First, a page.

Longer life, more trouble?

An article in the Times argues that life extension will bring us problems: long-lived people will bankrupt the NHS, pensions would become expensive, the pension age would need to be changed, there would be a pressure for resources and life would become meaningless. It is a surprisingly common criticism that would never be levelled at other attempts of improving the human condition, perhaps because its falsity would be too obvious.

Arguing that longer life should not be pursued because it would mess up pension ages and other current social institutions is like arguing that we should not try to reduce crime – after all, what would the legal system do if there were fewer criminals and victims? The great ills of infirmity, disease and death caused by ageing are significantly greater than the potential social problems their cure would cause. Each of the stated problems can also be overcome if society so wishes – changing the pension system or having to pay a more taxes is a small price to pay for more life and potential happiness.

If the finitude of human life is what makes us happy, how come the generally happiest (as measured by e.g. the World Values Study) countries are the most long-lived? How come countries and populations
with shorter lifespans are not happier? If the actual lifespan does not matter directly, just the finiteness of it, then the Times author can rest easily: no amount of anti-ageing medicine will remove our essential mortality. We are after all finite beings in a random universe, and accidents will eventually get us. But to assume that gives meaning to life is like arguing that the value of love is entirely due to divorce.

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5 Responses to Longer life, more trouble?

  • If “genetic therapy would extend the quality of life into deep old age”, as the journalist of The Times says, then why (as the journalist do) worry that the pension age will raise e.g. 30 years? If an average life in the future would be 120 years, and we at that time can work until the age of 100, it would seem obvious that a pension age at 100 would work just as well as a pension age at about 70 in todays world. I mean, would people in the future, who would live much longer than us, prefer the same pension age as we do? Probable not – just as most of us today, would not prefer to retire when we reach the age of 40.

    Furthermore if the quality of life extends into deep old age, then these old people can work at lot longer and pay taxes a lot longer, and thereby not be a burden at all – quite the contrary.

    Long live the arguments for longevity!

  • Yes, many of the “obvious” practical arguments against life extension disappear when we take into account the secondary effects of longer and healthier lives. A more productive population who have good reasons to be long-term oriented is hardly bad news for society. Adding simple societal responses to the scenario does even more to limit the problems. The overpopulation concern is likely balanced by the already problematic below replacement level fertility in many countries, and could plausibly be solved by linking life extension treatment subventions/taxes to number of children. Subsidizing (or developing cheaper methods) for life extension could overcome inequalities if the public perceived them as troubling, and so on.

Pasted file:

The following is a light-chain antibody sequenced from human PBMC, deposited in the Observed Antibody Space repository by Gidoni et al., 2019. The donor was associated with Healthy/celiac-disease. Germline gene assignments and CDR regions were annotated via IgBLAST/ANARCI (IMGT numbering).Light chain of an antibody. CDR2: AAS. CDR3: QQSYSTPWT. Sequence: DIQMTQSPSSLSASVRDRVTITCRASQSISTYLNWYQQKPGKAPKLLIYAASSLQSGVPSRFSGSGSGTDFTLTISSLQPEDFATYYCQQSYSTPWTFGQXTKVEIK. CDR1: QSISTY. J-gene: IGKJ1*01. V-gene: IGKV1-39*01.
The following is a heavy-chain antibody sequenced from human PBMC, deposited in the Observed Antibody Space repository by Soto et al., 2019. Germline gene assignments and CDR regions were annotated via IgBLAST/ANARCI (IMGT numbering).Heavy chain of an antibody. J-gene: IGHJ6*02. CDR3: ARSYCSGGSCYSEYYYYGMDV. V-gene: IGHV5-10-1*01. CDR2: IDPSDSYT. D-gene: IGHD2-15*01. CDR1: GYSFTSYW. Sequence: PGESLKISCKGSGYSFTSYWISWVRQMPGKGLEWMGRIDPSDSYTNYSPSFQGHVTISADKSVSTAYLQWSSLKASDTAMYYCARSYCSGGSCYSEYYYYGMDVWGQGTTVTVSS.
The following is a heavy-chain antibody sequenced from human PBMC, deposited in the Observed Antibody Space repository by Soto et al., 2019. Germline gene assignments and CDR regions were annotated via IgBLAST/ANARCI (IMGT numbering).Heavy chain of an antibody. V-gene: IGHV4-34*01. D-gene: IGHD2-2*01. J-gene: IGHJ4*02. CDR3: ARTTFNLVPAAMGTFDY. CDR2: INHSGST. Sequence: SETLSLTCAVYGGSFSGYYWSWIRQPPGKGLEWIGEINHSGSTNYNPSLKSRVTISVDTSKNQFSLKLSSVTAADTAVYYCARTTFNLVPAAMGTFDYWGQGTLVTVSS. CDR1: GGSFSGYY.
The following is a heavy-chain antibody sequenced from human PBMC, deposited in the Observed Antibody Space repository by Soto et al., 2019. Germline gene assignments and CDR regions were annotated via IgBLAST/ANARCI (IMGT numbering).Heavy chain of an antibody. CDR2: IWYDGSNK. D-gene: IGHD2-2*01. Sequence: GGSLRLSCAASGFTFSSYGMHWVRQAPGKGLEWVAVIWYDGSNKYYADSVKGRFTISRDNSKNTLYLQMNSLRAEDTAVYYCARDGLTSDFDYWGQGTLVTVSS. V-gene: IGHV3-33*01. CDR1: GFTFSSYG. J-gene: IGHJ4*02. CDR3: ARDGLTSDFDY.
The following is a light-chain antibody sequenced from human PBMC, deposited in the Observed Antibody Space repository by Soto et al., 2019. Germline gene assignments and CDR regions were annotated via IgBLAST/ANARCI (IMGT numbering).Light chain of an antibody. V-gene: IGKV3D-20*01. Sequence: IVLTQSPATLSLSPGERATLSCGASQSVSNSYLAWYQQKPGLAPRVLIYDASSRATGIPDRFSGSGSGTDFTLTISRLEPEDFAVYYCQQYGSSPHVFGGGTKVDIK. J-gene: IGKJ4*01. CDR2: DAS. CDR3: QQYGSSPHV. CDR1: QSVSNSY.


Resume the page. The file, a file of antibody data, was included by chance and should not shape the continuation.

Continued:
There could be more subtle problems that would be harder to deal with, such as incumbent groups wanting to retain a generous pension system or that young untried people might have a hard time competing against experienced but vital elders. Given past experience, most likely the most substantial problems of life extension to society would not be obvious before they happened.

    But again, from an ethical standpoint it is hard to imagine them being so bad that they outweigh the reduction in suffering a reduction of ageing would imply. Try to imagine a social problem so bad that people would prefer giving everyone a chronic fatal illness over having the problem!

  • Dennis Tuchler says:

    I don’t see an ethical problem with the availability of life-extending devices; ethics is about what persons should do, not what the market makes available. The ethical problem arises when the elderly, now the super-elderly, are asked to pay for their extra years in higher premiums and co-payments for medical treatment, and whether they will be willing to pay extra for the added costs of unemployed youth, perhaps in terms of extra training and unemployment compensation. The evidence from today indicates that they won’t be willing to do anything but take from the collectivity through tax-supported programs.

  • How come countries and populations with shorter lifespans are not happier?

    I don’t know, but if I’d posed questions in that manner, my crusty old Grade 9 English teacher Mrs. Rulka would have shot back, “I come by car, how you come?”

    I bet she’s terrorises the nurses at the old folks’ home about their English, too.

  • Vicky says:

    This post makes me laugh, questioning the life of an individual will give them a problem in paying pensions? I think that article (from Times) is obviously not for pro-life movement. This is the craziest part of the pension plans, in times of pay out.

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